What I mean when I talk about living gratefully

It’s been a difficult year for our family. So difficult some of our stories have been too painful to share here. My husband is healthy again, but inside we’re still healing from the trauma.

Reflecting back on it all, however, my heart remains full. I’m deeply grateful for the blessings God has placed in my life my family, my friends, my work, my home. I’m deeply grateful for this space, for the opportunity to connect with you. I’m deeply grateful for everything our family experienced this year — our joys and hardships.

I know giving thanks isn’t always easy.

We might be in a season of life where the lows outnumber the highs. We carry a heavy burden, we’re not sure how much longer we can lift it.

We might be looking at the world around us, seeing all the pain and suffering and hate, and feel utter despair. We might be watching our loved ones fight illness and feel utter helplessness.

We might be battling mental illness, addiction, depression, crippling anxiety or seasonal affective disorder. Happy pictures on social media make us envious or melancholy.

We might be feeling the weight of waiting. We’ve been waiting so long for the one, the promotion, the baby, the big break, the move, you name it — and we are tired.

We might be broke. We might be grieving. We might be barely holding it together. We are wrung out.


We are breathing.

Let me tell you something about gratitude: I think living gratefully is an act of resistance.

In a world that tells us we are not enough, that what we have is not enough, gratitude pushes back and says the opposite. Gratitude says we are more blessed than we could ever imagine. When we live gratefully, we look beyond ourselves, rediscovering the invisible threads that stitch our lives together and calling them good.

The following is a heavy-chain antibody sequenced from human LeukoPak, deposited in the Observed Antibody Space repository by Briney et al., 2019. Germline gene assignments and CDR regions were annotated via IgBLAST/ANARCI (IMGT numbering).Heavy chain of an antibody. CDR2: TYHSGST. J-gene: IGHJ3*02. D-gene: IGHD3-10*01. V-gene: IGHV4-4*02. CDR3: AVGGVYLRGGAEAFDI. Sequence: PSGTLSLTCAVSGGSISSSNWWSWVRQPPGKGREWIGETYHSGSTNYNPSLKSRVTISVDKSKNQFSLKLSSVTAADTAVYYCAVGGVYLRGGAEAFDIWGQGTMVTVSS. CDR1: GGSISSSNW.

You know what helps me cultivate gratitude? Yoga. When I practice yoga, I am reminded of everything within me I often take for granted:

  • My heart, beating strong and true as I execute a chaturanga jump back on my yoga mat.
  • My breath, heavy but comfortable as I flow in and out of shapes.
  • My mind, clear and sharp, listening to the instructor’s voice, tuning out to-dos and deadlines. Tuning in to my body, this space, this moment.

Gratitude, like yoga, is a practice. It’s the practice of tuning in, opening our eyes to the gifts around and inside of us.

Sometimes we become most thankful for blessings that were ripped away. We got sick. We got hurt. Someone else did. We moved. Someone else moved. We started a new thing; we miss the old one. Our car broke down. We broke up.

Through loss and hardship, we often develop a new perspective that helps us better appreciate all we have.

The lows I experienced this year gave me a deeper appreciation for my loved ones and my good health. I have a renewed sense of contentment with the life God’s given me. And I’m trying to use my blessings to bless others with love and kindness. I don’t always get it right. I mess up a lot. But I’m aiming to live gratefully.

This Thanksgiving and every day, my prayer is this: May God grant me the attention to pause and give thanks for all my blessings, big and small. May I live my life as an act of gratitude.

I think G.K. Chesterton sums it up quite nicely here:

You say grace before meals. All right. But I say grace before the concert and the opera, and grace before the play and pantomime, and grace before I open a book, and grace before sketching, painting, swimming, fencing, boxing, walking, playing, dancing and grace before I dip the pen in the ink.



  1. Brigit Callaghan says:

    This is a great post, Erin. I love your honesty and your insight. We should all strive to live every day with grateful hearts, as difficult as it may be. – Brigit Stacey


    1. erinstry says:

      Thank you, Brigit! I find the more I practice gratitude, the happier I become. But some days it’s easier said than done. Luckily there’s grace for the hard days 🙂


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